Tuesday, August 27, 2013

What Church Is--'Not'

In two weeks, I'm going to start a new sermon series at Cornerstone called "What Church Is - a study in 1 Peter."  Because there is so much negativity found in the press, on TV,  on the internet, and even from our church pulpits--I'm going to make a concerted effort to build a picture of the church based on the positive and encouraging image presented in the book of 1 Peter.

I recognize that one of the more difficult aspects of talking about how and what church is about involves trying to undo centuries of tradition, preconceived notions, and (sometimes) wrong theology.  I read something online recently that was attacking and accusatory towards the church, but many of the points brought up were certainly legitimate.  In an effort to set the stage for this series, I thought I would write my own 'top ten list' as to 'What Church Is Not':

1.  It is not a building.

2.  It is not about 'me.'  (to quote Rick Warren in The Purpose Driven Life).

3.  It is not about adhering to and following a religion.

4.  It is not something that you can do by yourself.

5.  It is not something that man created (it was God's idea!--even though we sometimes do a pretty good job of claiming partial credit).

6.  It is not something that can only happen on Sundays (usually in the morning).

7.  It is not only about the church service.

8.  It is not about the programs, the music, the preaching style, or the pastor.

9.  It is not something the world must attend if they're going to hear about Jesus.

10.  It is not something a follower of Christ can consider optional.

11.  It is not something that is about denominations, constitutions, or organized institutions. (Sorry, I lied about only 10).

I'm sure we all have more items to add to this list (I know I certainly do).  However, you get the point.  We sometimes paint a picture of 'what church is' based upon all we've ever known and experienced.

Someone once said, "If the Holy Spirit left your church, would you even notice--or would your programs and activities continue on as usual?"  Ouch!  I know I want to be a part of a group of people diligently seeking after God and His Kingdom--and when we hear His voice, we respond to it.  I'm looking forward to a fresh look at 'What Church Is.'

(If you want to be notified of future blog postings, friend me on Facebook 'John Schmidt'.  Also, my recent sermons in both an audio and video format can be found at www.NVbridgechurch.com.)

Tuesday, August 20, 2013

Why I Care About Elko, NV

My wife and I moved to Elko, Nevada a year ago.  In that time, we have enjoyed the rugged beauty and pace of life in a rural environment--but that is not why I care about Elko.  We have many friends and are part of a great family at Cornerstone Baptist--but that is not why I care about Elko.  Why I care about Elko is based on something written almost 2,600 years ago.

In 586 BC, Jerusalem and the temple were destroyed by the Babylonian army.  All of the politicians, educators, religious leaders and other persons of note were dragged off to Babylonian exile.  Settling in Babylon, this Jewish remnant was discouraged, frightened and didn't know what their future held.  Their natural tendency was to withdraw into their own 'safe' Jewish community to preserve what little religious and sociological culture they had left. 

But God had a different idea. He sent them some specific instructions that are found in Jeremiah 29. In verse 7, we read this, "Seek the peace and prosperity of the city to which I have sent you [carried you into exile]. Pray to the Lord for it, because if it prospers, you too will prosper."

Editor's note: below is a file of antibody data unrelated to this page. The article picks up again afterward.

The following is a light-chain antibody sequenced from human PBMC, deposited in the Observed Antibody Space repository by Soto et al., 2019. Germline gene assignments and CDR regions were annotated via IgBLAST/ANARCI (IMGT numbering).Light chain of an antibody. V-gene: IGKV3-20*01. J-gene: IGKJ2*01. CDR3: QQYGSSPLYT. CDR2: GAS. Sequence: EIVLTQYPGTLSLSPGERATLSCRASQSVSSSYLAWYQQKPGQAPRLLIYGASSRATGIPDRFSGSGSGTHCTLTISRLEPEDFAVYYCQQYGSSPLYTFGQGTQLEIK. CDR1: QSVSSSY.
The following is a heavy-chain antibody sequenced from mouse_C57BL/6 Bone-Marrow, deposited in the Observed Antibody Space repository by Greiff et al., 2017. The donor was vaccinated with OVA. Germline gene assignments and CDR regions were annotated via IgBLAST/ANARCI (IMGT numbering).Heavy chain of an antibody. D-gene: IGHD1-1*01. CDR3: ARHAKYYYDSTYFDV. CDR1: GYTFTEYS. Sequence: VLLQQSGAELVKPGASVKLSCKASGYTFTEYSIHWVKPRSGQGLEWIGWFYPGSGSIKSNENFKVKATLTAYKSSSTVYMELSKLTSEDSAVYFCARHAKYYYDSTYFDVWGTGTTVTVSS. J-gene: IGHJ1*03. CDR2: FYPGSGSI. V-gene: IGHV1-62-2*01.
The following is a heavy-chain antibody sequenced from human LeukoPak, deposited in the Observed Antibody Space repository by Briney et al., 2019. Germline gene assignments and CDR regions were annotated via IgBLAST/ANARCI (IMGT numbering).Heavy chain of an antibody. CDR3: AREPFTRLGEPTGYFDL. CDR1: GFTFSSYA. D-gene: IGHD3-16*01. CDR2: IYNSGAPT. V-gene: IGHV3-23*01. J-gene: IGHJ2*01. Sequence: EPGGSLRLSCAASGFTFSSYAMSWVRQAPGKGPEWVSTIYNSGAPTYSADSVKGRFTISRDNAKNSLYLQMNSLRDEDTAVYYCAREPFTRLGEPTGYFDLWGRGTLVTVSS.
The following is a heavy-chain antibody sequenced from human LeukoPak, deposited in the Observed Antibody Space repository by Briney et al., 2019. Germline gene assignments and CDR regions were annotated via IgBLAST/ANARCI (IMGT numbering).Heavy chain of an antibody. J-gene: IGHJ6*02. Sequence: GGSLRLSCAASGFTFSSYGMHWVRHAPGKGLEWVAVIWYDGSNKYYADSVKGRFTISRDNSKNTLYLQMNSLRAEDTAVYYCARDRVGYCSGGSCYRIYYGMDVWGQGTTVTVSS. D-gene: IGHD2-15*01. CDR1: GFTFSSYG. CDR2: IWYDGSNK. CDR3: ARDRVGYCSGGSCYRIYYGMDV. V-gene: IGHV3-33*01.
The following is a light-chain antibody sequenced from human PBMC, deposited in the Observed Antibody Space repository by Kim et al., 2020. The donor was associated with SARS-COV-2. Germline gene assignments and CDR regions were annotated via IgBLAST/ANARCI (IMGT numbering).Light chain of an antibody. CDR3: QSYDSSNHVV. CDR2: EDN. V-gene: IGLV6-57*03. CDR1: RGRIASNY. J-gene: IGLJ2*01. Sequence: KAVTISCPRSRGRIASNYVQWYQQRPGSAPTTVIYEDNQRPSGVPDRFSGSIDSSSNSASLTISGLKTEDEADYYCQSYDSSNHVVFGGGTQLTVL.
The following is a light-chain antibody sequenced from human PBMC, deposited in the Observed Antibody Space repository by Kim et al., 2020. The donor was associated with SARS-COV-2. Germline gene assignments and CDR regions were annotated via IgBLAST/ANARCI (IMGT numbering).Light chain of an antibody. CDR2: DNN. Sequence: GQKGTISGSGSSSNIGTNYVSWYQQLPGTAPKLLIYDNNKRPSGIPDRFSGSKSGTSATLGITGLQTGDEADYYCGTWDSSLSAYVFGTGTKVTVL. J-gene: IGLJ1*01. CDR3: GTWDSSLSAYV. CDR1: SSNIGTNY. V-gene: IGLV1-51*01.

The Hebrew word shalom is a word rich in meaning. We often translate it using the word peace, but it means so much more than the absence of conflict.  It can also be translated (and often is depending on context) to wholeness, completeness, peace, prosperity, health, wellness--that which is a gift from God.  Using shalom in its original context, verse 7 reads as...

"Seek the shalom [wholeness, completeness, prosperity, health, wellness, peace] of the city to which I have sent you. Pray to the Lord for it, because if it has shalom, you too will have shalom."

I care about Elko because God cares about Elko--and He has commanded me (and every other follower of Christ) to care about the shalom of our community.  Shalom involves so much more than just the spiritual--it also includes the physical, psychological, emotional, and relational aspects of our community.

I read in the paper daily about the problems we have in our community--there are many.  But as lovers of God, we are to insert ourselves into the community to be salt and light.  When we become actively involved in being shalom-makers, we not only benefit as members of our community, we have positioned ourselves as a people who can "give a reason for the hope that we have." (1 Pet. 3:15)

For that reason, I was involved in recently chairing a Community Ad-Hoc Homeless Task Force. We issued our report last month (you can request a copy from me at PastorJohnElko@gmail.com).  I organized this group specifically because I saw a need (after God revealed it to me) where I could bring some leadership to bear and be an instrument for bringing shalom.  I do not know how God may use this report--but I do know that the experience was invaluable for the community connections that were made as well as the opportunity for my own personal growth and understanding of this tremendously complex issue.

Being a carrier of God's shalom usually means that one has to go into the community because the community probably won't come to us.  Love God, love others, love Elko.

(If you want to be notified of future blog postings, friend me on Facebook 'John Schmidt'.  Also, my recent sermons in both an audio and video format can be found at www.NVbridgechurch.com.)